\begin{proof} We have $\Phi: \mathcal{G}^h \rightarrow i\mathcal{H}(M) \cong iH^1(M,\mathbb{R})$ by $u \mapsto u^{-1}du = ih \mapsto i[h] = [u^{-1}du]$. This has image $2\pi i H^1(M;\mathbb{Z})$. To see this, note that this has the same image as $\mathcal{G} \rightarrow iH^1(M,\mathbb{R})$ given by $u \mapsto [u^{-1}du]$. If we have a loop $\gamma: S^1 \rightarrow M$ then $\int_{S^1} \gamma^*(u^{-1}du) = \int_{S^1} \left(u \circ\gamma\right)^*(id\theta) = 2\pi i\ \deg(u|_\gamma)$, so the image lies inside $2\pi iH^1(M;\mathbb{Z})$. To show surjectivity, we obtain an element of $\mathcal{G}$ from an element of $2\pi i H^1(M;\mathbb{Z})$ as follows: We choose a basepoint $m \in M$. Given $\alpha \in 2\pi iH^1(M;\mathbb{Z})$ and $x \in M$, we let $\gamma$ be a path from $m$ to $x$ and let $u(x) = e^{\int_\gamma \alpha}$. This is well-defined because the integral of $\alpha$ around any closed loop is in $2\pi i \mathbb{Z}$.

The kernel of the $\Phi$ is evidently the constant maps. Thus we have a short exact sequence $$0 \rightarrow U(1) \rightarrow \mathcal{G}^h \rightarrow 2\pi i H^1(M,\mathbb{Z}) \rightarrow 0.$$ We have already given in the previous paragraph a splitting of this exact sequence $2\pi i H^1(M,\mathbb{Z}) \rightarrow \mathcal{G}^h$. Thus we have a semi-direct product. The conjugation action of $U(1)$ on $2\pi iH^1(M,\mathbb{R})$ must be trivial, however, because the latter is discrete. Thus we have $\mathcal{G}^h \cong U(1) \times H^1(M,\mathbb{Z})$. \end{proof}

This gives us $B\mathcal{G} \simeq B\mathcal{G}^h \simeq BU(1) \times B(\mathbb{Z}^{b_1(M)}) \simeq \mathbb{C} P^\infty \times (S^1)^{b_1(M)},$ reproducing the result we obtained in the previous section for $U(1)$.

\section{Equivariant Topology and the Borel Construction}

Instead of considering the quotient space $\mathcal{A}/\mathcal{G}$, we consider the equivariant topology of the space $\mathcal{A}$ with its $\mathcal{G}$ action. The idea is to take the homotopy quotient of $\mathcal{A}$ by $\mathcal{G}$. That is, we find a $G$-space homotopy equivalent to $\mathcal{A}$ (via maps respecting the $G$-action) on which the action of $\mathcal{G}$ is free, and take the quotient.

We have the Borel construction. Let $X$ be a topological space with a $G$-action, for $G$ a topological group. Let $X_G = X\times_G EG = (X\times EG)/G$. The action of $G$ on $X\times EG$ is free because it is free on $EG$, and the inclusion of $X$ into $X\times EG$ is a $G$-map which is a homotopy equivalence, because $EG$ is contractible. Note that if $X$ and $EG$ are (e.g. Hilbert) manifolds (as is the case when $G$ is a Lie group), then so is $X_G$.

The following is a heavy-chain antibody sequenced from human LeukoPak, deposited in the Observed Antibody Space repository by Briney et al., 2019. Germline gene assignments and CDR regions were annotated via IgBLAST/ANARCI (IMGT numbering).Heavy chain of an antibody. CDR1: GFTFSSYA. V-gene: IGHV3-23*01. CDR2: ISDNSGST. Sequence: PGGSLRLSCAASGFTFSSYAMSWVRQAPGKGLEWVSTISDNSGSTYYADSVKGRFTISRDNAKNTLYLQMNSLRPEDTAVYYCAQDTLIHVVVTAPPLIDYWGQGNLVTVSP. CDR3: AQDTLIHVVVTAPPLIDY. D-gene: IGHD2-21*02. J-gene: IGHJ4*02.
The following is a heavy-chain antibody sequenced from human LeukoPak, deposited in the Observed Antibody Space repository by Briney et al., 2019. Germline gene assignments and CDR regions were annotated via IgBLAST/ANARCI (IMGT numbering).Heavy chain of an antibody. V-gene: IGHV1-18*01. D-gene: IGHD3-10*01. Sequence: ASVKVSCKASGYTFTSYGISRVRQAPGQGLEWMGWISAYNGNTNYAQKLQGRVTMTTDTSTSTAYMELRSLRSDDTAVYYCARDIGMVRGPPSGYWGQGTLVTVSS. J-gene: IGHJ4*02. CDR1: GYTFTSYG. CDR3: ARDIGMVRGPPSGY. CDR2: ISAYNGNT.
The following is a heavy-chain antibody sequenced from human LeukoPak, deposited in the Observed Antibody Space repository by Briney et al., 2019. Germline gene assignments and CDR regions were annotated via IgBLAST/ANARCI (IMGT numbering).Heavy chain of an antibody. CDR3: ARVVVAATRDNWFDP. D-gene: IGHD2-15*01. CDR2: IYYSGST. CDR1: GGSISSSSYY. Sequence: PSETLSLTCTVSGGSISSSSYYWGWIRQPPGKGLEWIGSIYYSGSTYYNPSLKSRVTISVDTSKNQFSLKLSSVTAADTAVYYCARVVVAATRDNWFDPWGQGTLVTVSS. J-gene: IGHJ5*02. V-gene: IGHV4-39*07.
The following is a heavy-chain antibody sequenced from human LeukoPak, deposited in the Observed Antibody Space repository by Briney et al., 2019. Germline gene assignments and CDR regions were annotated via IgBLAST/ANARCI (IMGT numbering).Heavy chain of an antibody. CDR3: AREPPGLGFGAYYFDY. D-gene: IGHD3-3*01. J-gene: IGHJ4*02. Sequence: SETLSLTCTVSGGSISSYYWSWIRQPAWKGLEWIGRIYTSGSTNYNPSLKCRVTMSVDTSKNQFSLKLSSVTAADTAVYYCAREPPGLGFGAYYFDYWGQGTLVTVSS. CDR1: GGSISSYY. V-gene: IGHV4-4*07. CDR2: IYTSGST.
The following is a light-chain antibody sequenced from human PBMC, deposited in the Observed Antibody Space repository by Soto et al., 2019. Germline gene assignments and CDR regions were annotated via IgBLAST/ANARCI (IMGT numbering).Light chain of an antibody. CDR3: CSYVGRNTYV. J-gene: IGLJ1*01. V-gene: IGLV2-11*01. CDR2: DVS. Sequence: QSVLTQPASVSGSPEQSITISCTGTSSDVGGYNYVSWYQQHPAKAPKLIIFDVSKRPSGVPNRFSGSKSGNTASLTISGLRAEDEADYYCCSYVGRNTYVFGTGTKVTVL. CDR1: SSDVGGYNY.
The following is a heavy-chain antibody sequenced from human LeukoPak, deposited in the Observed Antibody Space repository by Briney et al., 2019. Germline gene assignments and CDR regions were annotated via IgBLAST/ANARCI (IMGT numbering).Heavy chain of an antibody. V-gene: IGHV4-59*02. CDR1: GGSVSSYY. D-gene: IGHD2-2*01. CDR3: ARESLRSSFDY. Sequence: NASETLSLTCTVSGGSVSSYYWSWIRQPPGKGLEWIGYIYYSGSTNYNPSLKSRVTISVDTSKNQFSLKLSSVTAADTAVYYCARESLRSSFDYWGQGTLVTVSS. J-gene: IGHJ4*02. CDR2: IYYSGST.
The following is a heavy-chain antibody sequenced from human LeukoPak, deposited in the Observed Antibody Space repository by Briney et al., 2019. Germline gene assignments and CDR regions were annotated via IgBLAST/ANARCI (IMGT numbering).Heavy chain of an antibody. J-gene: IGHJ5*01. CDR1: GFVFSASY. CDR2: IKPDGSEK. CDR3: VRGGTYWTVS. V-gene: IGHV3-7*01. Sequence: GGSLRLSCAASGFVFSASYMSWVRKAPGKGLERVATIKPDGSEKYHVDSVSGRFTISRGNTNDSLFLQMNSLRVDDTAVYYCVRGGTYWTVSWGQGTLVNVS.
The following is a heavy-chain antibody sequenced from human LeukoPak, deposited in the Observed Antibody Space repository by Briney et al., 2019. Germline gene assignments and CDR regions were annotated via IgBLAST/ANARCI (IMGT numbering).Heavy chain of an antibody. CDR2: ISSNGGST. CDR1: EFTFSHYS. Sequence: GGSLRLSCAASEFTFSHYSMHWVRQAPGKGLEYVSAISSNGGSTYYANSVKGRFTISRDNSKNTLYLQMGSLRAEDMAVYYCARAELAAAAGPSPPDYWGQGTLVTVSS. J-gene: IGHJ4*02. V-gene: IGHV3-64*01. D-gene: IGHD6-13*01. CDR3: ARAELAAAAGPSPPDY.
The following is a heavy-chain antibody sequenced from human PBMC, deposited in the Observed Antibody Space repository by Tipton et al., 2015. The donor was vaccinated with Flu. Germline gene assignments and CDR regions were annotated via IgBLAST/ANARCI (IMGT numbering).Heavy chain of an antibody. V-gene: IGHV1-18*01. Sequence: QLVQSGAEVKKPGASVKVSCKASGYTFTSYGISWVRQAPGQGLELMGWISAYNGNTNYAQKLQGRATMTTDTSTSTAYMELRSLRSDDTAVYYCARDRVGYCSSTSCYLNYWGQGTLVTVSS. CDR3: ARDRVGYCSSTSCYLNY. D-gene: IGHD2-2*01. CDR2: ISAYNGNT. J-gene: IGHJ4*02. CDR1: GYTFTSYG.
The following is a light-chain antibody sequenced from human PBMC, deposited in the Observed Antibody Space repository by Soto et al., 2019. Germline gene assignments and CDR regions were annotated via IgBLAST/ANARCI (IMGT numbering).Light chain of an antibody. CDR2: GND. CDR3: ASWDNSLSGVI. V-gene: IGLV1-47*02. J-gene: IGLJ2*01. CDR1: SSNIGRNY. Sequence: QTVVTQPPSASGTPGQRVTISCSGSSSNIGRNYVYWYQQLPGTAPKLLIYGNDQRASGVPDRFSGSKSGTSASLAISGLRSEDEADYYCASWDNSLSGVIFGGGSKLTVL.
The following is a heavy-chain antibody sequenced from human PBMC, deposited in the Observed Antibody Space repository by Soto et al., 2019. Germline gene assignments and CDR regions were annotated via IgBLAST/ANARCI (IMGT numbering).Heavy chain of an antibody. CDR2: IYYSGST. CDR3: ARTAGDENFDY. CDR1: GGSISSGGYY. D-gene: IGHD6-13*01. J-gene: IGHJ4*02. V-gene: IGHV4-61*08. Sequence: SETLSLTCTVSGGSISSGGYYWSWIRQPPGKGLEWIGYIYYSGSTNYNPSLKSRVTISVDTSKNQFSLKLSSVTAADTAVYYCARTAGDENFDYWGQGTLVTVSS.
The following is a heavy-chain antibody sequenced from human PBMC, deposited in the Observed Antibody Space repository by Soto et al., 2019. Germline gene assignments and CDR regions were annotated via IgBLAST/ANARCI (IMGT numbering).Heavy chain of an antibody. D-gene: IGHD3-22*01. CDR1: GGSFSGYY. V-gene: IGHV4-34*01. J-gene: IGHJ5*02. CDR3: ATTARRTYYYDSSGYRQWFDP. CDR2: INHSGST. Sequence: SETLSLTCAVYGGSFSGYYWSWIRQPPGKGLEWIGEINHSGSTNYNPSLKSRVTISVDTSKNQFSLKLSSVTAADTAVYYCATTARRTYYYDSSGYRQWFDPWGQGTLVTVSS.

We define $H_G^*(X) = H^*(X_G)$, the equivariant cohomology. This is much better behaved than $H^*(X/G)$. Equivariant homology and homotopy groups are defined analogously.

We have maps $\alpha: X_G \rightarrow X/G$ and $\beta: X_G \rightarrow BG$ induced by the projections. The fibers of $\alpha$ are $\alpha^{-1}(x) = EG/\textrm{Stab}(x) \simeq B\textrm{Stab}(x)$. The fibers of $\beta$ are simply $X$, so $\beta$ expresses $X_G$ as an $X$ bundle over $BG$.

This gives the equivariant cohomology $H_G^*(X)$ the structure of a bi-module over $H^*(X/G)$ and $H^*(BG)$ via cupping with $\alpha^*$ and with $\beta^*$. We note that when the action of $G$ is free, $X_G \simeq X/G$ and the action of $H^*(BG)$ is trivial.

\section{Equivariant Cohomology of the Gauge Group Action}

We consider the gauge group action of $\mathcal{G}$ on $\mathcal{A}$. We have the fibration $\mathcal{A} \rightarrow \mathcal{A}_\mathcal{G} \rightarrow B\mathcal{G}$ as in the previous section. But note that $\mathcal{A}$ is an affine space and thus contractible. Thus $\mathcal{A}_\mathcal{G} \simeq B\mathcal{G}$ and so we have $H^*_\mathcal{G}(\mathcal{A}) = H^*(B\mathcal{G})$. We wish to compute this. Restricting to the case $M = \Sigma$, a closed, oriented surface, we have that $B\mathcal{G} = [\Sigma, BU(n)]_P$. For $n > 1$, the space $BU(n)$ is not an Eilenberg-Maclane space, but we will see that it has the same rational homotopy type as a product of Eilenberg-Maclane spaces.

The cohomology of $BU(n)$ is generated by the Chern classes: $H^*(BU(n),\mathbb{Z}) \cong \mathbb{Z}[c_1,\ldots, c_n]$, where $c_i$ is of degree $2i$. Thus we have $\mathbf{c} = \prod_{i=1}^n c_i: BU(n) \rightarrow \prod_{i=1}^n K(\mathbb{Z},2i)$. The cohomology of $K(\mathbb{Z},n)$ is complicated over $\mathbb{Z}$, but over $\mathbb{Q}$ it is given by $H^*(K(\mathbb{Z},n), \mathbb{Q}) = \mathbb{Q}[x_n]$, where this is understood as the graded commutative polynomial ring; that is, the usual polynomial ring if $n$ is even and $\mathbb{Q}[x_n]/x_n^2$ if $n$ is odd. Thus $H^*(\prod_{i=1}^n K(\mathbb{Z},2i),\mathbb{Q}) \cong \mathbb{Q}[x_2,x_4,\ldots,x_{2n}]$ and so $\mathbf{c}$ is an isomorphism on rational cohomology.

Thus the map $[\Sigma,BU(n)] \stackrel{\mathbf{c}}{\rightarrow} [\Sigma,\prod_{i=1}^n K(\mathbb{Z},2i)]$ is also an isomorphism on rational cohomology. Letting $g$ be the genus of $\Sigma$, we have $[\Sigma,K(\mathbb{Z},2i)] \simeq K(\mathbb{Z},2i) \times K(\mathbb{Z},2i-1)^{2g}\times K(\mathbb{Z},2i-2)$. Thus $B\mathcal{G}$ is rationally homotopy equivalent to the appropriate product of $K(\mathbb{Z},2k)$'s (leaving off $K(\mathbb{Z},0)$ because $B\mathcal{G} = [\Sigma,BU(n)]_P$, a component of $\Sigma,BU(n)$).

\section{References}

1. R. Thom. L'homologie des espaces fonctionnels. Colloque de topologie algébrique, Louvain, 1956, pp. 29-39. MR0089408 (19,669h)